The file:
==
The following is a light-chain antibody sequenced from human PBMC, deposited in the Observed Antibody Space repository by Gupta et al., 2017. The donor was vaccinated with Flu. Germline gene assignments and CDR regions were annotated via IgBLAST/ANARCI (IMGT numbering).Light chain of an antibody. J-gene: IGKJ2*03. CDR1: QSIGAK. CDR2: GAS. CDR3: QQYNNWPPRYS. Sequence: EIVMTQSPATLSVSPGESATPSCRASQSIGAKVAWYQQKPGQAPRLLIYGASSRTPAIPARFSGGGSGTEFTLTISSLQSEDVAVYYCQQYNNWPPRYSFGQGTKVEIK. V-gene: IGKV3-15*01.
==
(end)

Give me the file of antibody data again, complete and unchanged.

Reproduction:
The following is a light-chain antibody sequenced from human PBMC, deposited in the Observed Antibody Space repository by Gupta et al., 2017. The donor was vaccinated with Flu. Germline gene assignments and CDR regions were annotated via IgBLAST/ANARCI (IMGT numbering).Light chain of an antibody. J-gene: IGKJ2*03. CDR1: QSIGAK. CDR2: GAS. CDR3: QQYNNWPPRYS. Sequence: EIVMTQSPATLSVSPGESATPSCRASQSIGAKVAWYQQKPGQAPRLLIYGASSRTPAIPARFSGGGSGTEFTLTISSLQSEDVAVYYCQQYNNWPPRYSFGQGTKVEIK. V-gene: IGKV3-15*01.